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Walking on Cowrie Shells Collection Review

The opinions expressed in this article are the writer’s own and do not reflect the views of Her Campus.

In her debut short story collection, Nana Nkweti writes of dichotomy as she highlights the experience of under-represented Africans everywhere. Whether it be rich vs. poor, religious vs. non-religious, African Americans vs. Africans, or simply tradition vs. progression, Nkweti sets up her stories in a way that allows the reader to see such divisions, but still have a say in who they believe is in the right. With her use of African protagonists as well, she allows us to perceive these characters, not as background actors as we are accustomed to, but as strong central characters who have their own stories to tell.

         After finding out this was Nkweti’s debut collection, I was nothing short of shocked. Never before have I read a collection that has kept such a united theme between the stories within while also making each one so unique. As a white person who has failed to be exposed to more diverse cultures until recently, this book helped open my eyes more than any other. Nkweti was able to break so many conventions people like me are so often taught. “It Takes a Village Some Say” helps to show that adoption isn’t always the savior-like action we so often make it out to be and “The Statistician’s Wife” forces the reader to not see African deaths as just another statistic, but as the beautiful life they once were. Even with the understanding that this book was written to give representation to African minorities, non-African readers are still able to find themselves within the stories as the secondary intended audience. In “Rain Check at MomoCon”, I was able to see my own interests represented in a way that didn’t devalue them or make them the laughingstock of the story, but rather the star of the show.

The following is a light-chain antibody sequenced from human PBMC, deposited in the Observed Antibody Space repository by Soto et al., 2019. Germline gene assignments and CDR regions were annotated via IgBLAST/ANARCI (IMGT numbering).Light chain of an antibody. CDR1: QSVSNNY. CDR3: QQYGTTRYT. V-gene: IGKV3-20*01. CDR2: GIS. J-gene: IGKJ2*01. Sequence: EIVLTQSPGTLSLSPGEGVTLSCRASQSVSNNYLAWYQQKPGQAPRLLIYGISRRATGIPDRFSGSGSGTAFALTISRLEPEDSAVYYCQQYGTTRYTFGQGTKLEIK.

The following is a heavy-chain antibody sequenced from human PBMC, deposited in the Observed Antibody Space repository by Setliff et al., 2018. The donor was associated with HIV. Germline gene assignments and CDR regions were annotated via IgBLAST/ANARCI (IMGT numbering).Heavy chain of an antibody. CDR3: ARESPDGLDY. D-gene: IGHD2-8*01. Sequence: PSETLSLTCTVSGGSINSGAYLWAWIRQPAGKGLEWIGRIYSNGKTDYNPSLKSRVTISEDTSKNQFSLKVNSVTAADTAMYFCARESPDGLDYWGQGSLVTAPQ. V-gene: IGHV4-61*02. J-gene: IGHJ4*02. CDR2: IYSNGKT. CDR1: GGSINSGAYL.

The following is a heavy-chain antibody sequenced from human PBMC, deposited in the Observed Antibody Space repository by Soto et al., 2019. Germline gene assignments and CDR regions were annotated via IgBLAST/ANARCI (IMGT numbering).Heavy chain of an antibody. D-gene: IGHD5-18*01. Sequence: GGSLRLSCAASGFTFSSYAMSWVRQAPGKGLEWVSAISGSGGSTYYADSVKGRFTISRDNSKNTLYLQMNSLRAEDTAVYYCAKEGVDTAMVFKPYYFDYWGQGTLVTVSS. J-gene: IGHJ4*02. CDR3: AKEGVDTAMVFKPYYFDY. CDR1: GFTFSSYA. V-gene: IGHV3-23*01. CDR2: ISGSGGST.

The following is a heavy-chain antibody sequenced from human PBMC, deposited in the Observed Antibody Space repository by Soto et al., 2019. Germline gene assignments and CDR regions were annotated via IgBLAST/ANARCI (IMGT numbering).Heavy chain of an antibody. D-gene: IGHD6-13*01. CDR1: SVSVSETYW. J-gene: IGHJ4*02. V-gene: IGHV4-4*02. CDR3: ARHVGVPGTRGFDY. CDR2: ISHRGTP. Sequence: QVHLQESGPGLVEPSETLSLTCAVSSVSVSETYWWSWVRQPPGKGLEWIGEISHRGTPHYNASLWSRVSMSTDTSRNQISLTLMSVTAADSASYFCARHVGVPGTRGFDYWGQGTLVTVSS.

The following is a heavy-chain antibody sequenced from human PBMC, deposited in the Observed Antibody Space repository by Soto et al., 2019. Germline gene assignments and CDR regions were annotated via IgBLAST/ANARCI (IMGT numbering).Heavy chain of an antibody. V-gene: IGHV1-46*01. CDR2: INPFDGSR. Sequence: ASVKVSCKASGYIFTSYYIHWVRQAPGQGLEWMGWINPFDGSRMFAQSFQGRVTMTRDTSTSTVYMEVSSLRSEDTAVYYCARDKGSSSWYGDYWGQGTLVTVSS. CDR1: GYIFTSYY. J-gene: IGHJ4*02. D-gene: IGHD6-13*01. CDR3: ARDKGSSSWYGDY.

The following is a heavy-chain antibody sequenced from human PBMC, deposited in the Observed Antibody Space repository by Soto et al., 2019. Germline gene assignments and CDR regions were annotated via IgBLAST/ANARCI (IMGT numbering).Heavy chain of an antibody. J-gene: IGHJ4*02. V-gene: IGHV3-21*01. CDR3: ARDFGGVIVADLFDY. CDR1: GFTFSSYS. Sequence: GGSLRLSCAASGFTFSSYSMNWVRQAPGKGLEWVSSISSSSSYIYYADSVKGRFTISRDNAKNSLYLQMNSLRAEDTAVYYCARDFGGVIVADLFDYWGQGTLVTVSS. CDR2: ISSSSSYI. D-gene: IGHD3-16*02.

I will admit, one of my reservations about this collection was due to my own close-mindedness. Throughout almost every story, we see Nkweti utilize several other languages and slang outside many readers’ understanding, yet she does not translate them for the viewer. Originally, this frustrated me as I was constantly looking up what specific words and sometimes whole sentences even meant, but I came to realize the prejudice agenda I was pushing forward with this mindset. Why must minority cultures, like that of the African culture within this collection, define themselves for us? With the oppression we, as white Americans, have placed on groups like this, the least we can do is learn how to understand some pidgin.

One change I could see benefiting this book is with the story “It Just Kills You Inside”. Although this story was my favorite due to its fresh take on a zombie apocalypse tale, I wish it wasn’t included within the collection. I believe it has so much more potential than was allowed by trapping it within so few pages. Nkweti did an amazing job with her other stories in terms of creating a narrative with unique surroundings and characters and succinctly finishing their tale within a twenty-page frame, but this was not the case for “It Just Kills You Inside”. This story could be removed from the collection and turned into a longer novella or novel to expand upon the truly original story that had me begging for more. A second option could be adding more pages to this story and taking some away from “Kinks”, which I believe could have been cut down quite a bit while still portraying the story well. Overall, Nkweti’s short story collection did an impeccable job of giving voices to those silenced for so long but could have done for some changes within stories such as “It Just Kills You Inside” and “Kinks” that either gave too little to an amazing story or too much to an average tale.

University of Indianapolis Professional Writing and Creative Writing Major
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